I’m not quite sure what it is about this menorah that makes it so special. Perhaps it’s because, like Grampa, though it may be small, old and a bit hunched to one side and though it may be missing a few pieces, beneath it all, it’s pure. And I guess it’s because this menorah is one of the few remaining links of my family’s Jewish past.

An Innocent Mistake?

By Reb Yaacov Yisroel Bar-Chaim

One of the most symbolic mistakes I’ve ever made as a newly religious Jew was the way I had been pronouncing – for YEARS! – a verse in the Hallel HaGadol. You see, I had always enjoyed flowing with this series of ki l’oilam chasdo praises for all those fabulous miracles done for our people throughout the expanse of history. From the time I began regular tfilla (praying), I felt I could resonate with the meaning of these words, in contrast to many other tfillas which took quite awhile to identify with, let alone pronounce correctly.

Thus it was that one day, as I was learning about the deeper meaning of Chanukah, I did a double-take. The drasha (exposition) was explaining how the Chanukah miracle was associated with one of the concluding lines in that prayer:

b’SHIF’Leinu zachar lanu, ki l’oilam chasdo

in our lowliness He remembered us, since His kindness is forever

“Oh WOW,” I exclaimed to myself, with an embarrassed chuckle. “I had always read this as b’SHVILeinu… (for our sakes …)!”

As I continued to learn, the depth behind this “mistake” became painfully clear. Our nation was t-o-t-a-l-l-y unworthy of the Chanukah miracle. We were so extremely shafel, wallowing in the spiritual pits, that it was below what the Creator had designated for being within the purview of His planned interventions. In contrast to Pessach, for example, we weren’t nationally hanging on to even that 1 / 50th level of purity that was the basis of meriting the Exodus. Rather, we had been forgoing circumcision, disusing our holy language and dress, forsaking Shabbos, making public declarations of atheism, etc., etc.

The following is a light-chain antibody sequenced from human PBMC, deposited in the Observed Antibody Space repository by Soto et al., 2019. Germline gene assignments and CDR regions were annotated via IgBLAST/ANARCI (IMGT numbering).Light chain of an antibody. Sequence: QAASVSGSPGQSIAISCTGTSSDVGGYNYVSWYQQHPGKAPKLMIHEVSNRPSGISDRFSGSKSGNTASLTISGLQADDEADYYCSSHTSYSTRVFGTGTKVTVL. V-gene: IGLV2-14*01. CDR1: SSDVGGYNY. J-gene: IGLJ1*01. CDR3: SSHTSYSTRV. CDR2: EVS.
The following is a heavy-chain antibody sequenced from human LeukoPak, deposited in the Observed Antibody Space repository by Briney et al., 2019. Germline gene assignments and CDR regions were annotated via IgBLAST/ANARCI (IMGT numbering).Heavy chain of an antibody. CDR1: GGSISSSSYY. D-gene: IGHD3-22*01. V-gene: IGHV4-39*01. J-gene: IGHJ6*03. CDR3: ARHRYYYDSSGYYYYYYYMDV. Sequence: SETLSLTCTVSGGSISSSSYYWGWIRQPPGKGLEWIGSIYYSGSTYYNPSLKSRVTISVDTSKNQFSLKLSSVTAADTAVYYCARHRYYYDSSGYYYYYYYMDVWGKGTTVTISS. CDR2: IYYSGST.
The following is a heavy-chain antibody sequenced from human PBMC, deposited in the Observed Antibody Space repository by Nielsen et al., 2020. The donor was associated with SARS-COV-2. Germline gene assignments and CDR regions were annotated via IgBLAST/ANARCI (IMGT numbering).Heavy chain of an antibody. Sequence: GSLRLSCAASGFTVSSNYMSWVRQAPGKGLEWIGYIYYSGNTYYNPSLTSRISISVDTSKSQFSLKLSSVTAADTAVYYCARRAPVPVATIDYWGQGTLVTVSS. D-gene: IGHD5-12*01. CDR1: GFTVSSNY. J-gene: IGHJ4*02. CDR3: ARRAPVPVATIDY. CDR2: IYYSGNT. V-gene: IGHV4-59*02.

Similarly, I’d learn how the classic mashal (metaphor) about the nature of the feasting we do on the holy days must be modified to accommodate the two Rabbinic holydays, Purim and Chanukah. Whereas on Shabbos our souls are said to be lifted up to the King’s castle to dine with Him and on Yom Tov the experience is likened to His glory visiting our homes, on Chanukah and Purim the spiritual reality is comparable to a King who comes looking to visit His beloved son… and we’re not there! So He starts searching, hears a faint moan, follows it until peering into a deep, dark pit – Oy! There we are. “Gevalt,” the King cries. “My son, my precious son. How did you get in there? I thought I told you to stay farrrr away from these pits!”

But we had no answer.

Then and there, the mashal continues, His royal Majesty jumps into the pit, to the utter consternation of His ministers. “Finally! We’re together again,” our Creator soothingly tells us. “Now let’s work our way back up…” And so we proceed to climb out, slowly but surely. In the process, His holy garments get quite soiled and we expect to receive a giant umbrage from the royal ministers about this. Yet as we emerge, all we see is the awe they have for the King. Why? Because of the deepest love emanating from His Majesty’s eternal eyes…

So that’s the mashal (with a little embellishment!). Now you tell me: Is this about shif’leinu or shvileinu?

Personally, besides my progressive exposure to the teachings of Tsadikkim which made it crystal clear that it’s the former, my ultimate resolution came from within. I had to admit that the fact that I had been pronouncing that line as I did – for YEARS! – despite my relative Hebrew fluency, revealed a giant Freudian slip. Something within my subconscious, obviously based on my liberal, democratic education, was determined to deny any possibility of the existence of shiflus, spiritual worthlessness. Perhaps the intrapsychic term “cognitive dissonance” is more accurate. It means something like this: When the unique network of radio waves that are presently flying around within one’s mind can’t incorporate a particular broadcast of facts coming at it from without, it immediately scrambles them, as a kind of supremely self-sustaining defense mechanism.

B’shifleinu thus naturally blips into b’shvileinu.

Very nice. But surely we’re talking here about more than a natural phenomenon. The words in question are part of a divinely endowed broadcast system! So shouldn’t I assume that My Creator was communicating something through this “mistake?”